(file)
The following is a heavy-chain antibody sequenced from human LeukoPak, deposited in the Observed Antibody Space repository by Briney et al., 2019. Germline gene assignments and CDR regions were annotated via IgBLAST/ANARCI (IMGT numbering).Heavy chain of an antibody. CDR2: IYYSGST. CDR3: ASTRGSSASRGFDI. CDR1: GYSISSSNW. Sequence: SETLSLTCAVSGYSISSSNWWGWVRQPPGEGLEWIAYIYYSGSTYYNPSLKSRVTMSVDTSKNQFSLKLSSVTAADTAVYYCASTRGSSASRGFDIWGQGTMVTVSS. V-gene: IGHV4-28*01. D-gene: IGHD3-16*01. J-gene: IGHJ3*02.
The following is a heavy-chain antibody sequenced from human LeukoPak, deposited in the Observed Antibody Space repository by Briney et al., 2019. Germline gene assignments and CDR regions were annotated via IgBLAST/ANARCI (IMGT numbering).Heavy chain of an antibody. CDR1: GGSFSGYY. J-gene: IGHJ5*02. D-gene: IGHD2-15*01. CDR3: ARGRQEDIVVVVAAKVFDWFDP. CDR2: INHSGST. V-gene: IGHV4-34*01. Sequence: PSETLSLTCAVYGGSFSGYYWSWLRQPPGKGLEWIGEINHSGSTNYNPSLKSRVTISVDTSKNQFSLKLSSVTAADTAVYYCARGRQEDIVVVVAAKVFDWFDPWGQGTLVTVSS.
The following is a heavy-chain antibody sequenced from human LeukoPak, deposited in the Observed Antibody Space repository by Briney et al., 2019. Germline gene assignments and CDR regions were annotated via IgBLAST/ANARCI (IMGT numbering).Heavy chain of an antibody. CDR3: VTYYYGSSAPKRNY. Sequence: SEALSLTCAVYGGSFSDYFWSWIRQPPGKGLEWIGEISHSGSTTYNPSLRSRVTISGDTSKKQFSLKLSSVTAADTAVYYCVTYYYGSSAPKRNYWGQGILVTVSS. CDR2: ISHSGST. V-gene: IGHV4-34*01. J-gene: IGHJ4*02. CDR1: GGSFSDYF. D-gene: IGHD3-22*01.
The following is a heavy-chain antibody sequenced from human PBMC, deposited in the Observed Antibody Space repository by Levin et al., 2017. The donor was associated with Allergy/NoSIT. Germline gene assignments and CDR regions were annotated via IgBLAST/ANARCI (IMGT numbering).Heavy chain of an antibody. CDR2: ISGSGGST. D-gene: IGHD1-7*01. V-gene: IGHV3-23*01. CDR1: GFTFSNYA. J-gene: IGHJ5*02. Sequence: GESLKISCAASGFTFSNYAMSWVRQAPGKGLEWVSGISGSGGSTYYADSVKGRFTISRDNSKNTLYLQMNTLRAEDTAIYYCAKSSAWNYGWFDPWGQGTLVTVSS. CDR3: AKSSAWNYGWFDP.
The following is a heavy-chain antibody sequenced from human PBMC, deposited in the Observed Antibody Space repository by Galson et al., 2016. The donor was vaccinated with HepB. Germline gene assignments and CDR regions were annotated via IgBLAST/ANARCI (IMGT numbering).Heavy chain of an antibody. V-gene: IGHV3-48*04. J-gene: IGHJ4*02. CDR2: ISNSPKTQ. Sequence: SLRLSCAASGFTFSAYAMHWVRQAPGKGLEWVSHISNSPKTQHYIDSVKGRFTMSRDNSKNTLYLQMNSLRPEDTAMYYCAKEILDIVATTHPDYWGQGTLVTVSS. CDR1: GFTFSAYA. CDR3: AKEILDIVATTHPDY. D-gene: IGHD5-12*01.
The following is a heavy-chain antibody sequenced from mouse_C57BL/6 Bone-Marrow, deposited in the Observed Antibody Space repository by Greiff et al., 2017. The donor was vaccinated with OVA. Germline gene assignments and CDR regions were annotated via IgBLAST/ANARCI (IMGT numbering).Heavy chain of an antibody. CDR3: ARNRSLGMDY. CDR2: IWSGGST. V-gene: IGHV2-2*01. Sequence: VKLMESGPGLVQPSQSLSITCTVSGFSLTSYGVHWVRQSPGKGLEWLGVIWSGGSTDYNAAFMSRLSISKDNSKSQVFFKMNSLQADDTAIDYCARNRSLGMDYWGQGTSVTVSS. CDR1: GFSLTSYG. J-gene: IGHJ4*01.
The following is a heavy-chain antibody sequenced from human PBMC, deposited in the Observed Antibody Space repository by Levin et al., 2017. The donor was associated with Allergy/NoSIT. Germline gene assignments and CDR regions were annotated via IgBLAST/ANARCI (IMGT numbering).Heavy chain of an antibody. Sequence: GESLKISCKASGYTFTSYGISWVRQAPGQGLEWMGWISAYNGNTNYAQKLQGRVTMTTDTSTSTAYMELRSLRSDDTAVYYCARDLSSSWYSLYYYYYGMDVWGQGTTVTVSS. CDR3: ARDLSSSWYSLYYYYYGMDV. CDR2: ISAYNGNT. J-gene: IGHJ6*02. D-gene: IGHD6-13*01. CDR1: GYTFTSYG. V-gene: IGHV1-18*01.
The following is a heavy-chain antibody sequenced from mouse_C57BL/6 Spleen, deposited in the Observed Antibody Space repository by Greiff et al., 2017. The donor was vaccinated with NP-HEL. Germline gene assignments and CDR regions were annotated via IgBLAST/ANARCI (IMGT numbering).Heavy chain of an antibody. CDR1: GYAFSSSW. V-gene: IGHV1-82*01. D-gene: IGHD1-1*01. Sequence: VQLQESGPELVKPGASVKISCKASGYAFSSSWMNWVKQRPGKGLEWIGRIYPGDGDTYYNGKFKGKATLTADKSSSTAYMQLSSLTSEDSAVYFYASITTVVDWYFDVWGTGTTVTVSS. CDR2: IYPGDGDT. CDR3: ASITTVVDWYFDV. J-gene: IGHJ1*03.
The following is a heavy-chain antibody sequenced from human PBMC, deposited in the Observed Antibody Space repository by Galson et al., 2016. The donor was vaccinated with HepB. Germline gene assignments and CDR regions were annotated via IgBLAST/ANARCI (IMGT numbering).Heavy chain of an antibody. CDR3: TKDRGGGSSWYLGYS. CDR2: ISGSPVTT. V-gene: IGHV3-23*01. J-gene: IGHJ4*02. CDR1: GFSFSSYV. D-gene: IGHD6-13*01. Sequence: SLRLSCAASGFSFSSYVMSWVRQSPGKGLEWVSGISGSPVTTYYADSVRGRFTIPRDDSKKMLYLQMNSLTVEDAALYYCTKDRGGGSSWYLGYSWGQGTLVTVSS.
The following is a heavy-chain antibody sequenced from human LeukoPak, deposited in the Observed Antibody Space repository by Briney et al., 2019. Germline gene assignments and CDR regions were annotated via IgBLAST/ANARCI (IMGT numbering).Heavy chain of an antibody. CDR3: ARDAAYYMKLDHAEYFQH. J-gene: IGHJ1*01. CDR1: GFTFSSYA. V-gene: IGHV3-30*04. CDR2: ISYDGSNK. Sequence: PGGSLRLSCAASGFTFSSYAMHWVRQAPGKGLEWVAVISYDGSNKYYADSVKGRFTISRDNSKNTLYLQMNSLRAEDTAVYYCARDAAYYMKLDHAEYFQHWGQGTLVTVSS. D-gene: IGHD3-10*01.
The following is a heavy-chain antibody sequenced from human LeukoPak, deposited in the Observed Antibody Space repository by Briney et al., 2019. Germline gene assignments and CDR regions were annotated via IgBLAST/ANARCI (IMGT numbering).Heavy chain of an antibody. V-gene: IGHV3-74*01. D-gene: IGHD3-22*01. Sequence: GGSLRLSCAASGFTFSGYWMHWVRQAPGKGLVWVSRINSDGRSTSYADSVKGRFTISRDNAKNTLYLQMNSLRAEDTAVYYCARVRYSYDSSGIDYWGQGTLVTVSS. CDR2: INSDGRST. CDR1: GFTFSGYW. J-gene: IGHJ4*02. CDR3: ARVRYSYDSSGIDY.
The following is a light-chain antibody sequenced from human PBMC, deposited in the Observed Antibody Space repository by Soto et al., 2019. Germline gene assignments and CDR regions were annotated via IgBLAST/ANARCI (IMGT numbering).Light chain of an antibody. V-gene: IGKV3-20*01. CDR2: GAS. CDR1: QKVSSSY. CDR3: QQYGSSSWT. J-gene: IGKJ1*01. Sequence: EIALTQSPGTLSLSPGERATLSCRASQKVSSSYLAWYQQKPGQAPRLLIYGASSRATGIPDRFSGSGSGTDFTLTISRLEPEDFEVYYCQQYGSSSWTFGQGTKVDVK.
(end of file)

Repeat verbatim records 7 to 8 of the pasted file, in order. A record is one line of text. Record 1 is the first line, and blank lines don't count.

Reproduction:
The following is a heavy-chain antibody sequenced from human PBMC, deposited in the Observed Antibody Space repository by Levin et al., 2017. The donor was associated with Allergy/NoSIT. Germline gene assignments and CDR regions were annotated via IgBLAST/ANARCI (IMGT numbering).Heavy chain of an antibody. Sequence: GESLKISCKASGYTFTSYGISWVRQAPGQGLEWMGWISAYNGNTNYAQKLQGRVTMTTDTSTSTAYMELRSLRSDDTAVYYCARDLSSSWYSLYYYYYGMDVWGQGTTVTVSS. CDR3: ARDLSSSWYSLYYYYYGMDV. CDR2: ISAYNGNT. J-gene: IGHJ6*02. D-gene: IGHD6-13*01. CDR1: GYTFTSYG. V-gene: IGHV1-18*01.
The following is a heavy-chain antibody sequenced from mouse_C57BL/6 Spleen, deposited in the Observed Antibody Space repository by Greiff et al., 2017. The donor was vaccinated with NP-HEL. Germline gene assignments and CDR regions were annotated via IgBLAST/ANARCI (IMGT numbering).Heavy chain of an antibody. CDR1: GYAFSSSW. V-gene: IGHV1-82*01. D-gene: IGHD1-1*01. Sequence: VQLQESGPELVKPGASVKISCKASGYAFSSSWMNWVKQRPGKGLEWIGRIYPGDGDTYYNGKFKGKATLTADKSSSTAYMQLSSLTSEDSAVYFYASITTVVDWYFDVWGTGTTVTVSS. CDR2: IYPGDGDT. CDR3: ASITTVVDWYFDV. J-gene: IGHJ1*03.